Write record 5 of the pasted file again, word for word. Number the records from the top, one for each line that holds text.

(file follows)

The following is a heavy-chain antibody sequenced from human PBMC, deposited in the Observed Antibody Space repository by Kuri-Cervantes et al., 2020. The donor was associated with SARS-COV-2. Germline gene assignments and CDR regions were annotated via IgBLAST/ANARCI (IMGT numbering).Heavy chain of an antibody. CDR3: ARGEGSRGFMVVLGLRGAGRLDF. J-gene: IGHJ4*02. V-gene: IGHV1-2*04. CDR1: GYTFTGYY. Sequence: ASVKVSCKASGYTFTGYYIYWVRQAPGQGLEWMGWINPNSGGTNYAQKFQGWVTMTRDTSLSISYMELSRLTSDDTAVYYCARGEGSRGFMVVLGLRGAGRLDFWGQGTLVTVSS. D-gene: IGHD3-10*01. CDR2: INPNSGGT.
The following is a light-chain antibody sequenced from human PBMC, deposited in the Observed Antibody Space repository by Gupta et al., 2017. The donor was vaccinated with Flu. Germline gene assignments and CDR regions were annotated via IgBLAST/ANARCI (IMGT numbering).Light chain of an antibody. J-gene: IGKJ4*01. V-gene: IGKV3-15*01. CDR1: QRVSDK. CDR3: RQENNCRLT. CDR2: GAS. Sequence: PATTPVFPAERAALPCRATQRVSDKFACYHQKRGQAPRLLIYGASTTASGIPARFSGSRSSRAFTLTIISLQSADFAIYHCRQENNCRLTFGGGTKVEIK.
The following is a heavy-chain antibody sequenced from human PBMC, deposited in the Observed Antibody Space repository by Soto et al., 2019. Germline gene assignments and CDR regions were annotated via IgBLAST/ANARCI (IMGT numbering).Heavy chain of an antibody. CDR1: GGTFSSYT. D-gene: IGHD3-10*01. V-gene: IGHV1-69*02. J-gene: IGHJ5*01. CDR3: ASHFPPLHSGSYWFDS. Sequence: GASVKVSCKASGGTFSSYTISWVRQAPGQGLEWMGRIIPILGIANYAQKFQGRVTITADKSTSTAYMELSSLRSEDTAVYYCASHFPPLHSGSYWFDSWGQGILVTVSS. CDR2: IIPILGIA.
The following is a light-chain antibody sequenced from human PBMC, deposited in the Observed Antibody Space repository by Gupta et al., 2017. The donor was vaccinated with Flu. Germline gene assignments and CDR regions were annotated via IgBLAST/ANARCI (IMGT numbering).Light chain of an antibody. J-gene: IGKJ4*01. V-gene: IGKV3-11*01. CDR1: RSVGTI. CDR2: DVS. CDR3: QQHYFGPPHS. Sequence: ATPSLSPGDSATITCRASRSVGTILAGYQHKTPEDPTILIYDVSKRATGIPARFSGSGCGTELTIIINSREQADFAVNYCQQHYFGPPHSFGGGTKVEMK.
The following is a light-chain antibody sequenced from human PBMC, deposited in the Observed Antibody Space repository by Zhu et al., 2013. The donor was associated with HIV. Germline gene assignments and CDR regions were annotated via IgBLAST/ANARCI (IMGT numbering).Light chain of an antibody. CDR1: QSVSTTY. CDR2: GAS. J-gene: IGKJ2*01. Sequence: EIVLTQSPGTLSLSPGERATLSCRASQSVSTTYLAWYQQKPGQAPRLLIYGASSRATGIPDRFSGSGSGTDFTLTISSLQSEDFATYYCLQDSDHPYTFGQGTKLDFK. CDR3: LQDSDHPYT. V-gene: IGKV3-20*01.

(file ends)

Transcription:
The following is a light-chain antibody sequenced from human PBMC, deposited in the Observed Antibody Space repository by Zhu et al., 2013. The donor was associated with HIV. Germline gene assignments and CDR regions were annotated via IgBLAST/ANARCI (IMGT numbering).Light chain of an antibody. CDR1: QSVSTTY. CDR2: GAS. J-gene: IGKJ2*01. Sequence: EIVLTQSPGTLSLSPGERATLSCRASQSVSTTYLAWYQQKPGQAPRLLIYGASSRATGIPDRFSGSGSGTDFTLTISSLQSEDFATYYCLQDSDHPYTFGQGTKLDFK. CDR3: LQDSDHPYT. V-gene: IGKV3-20*01.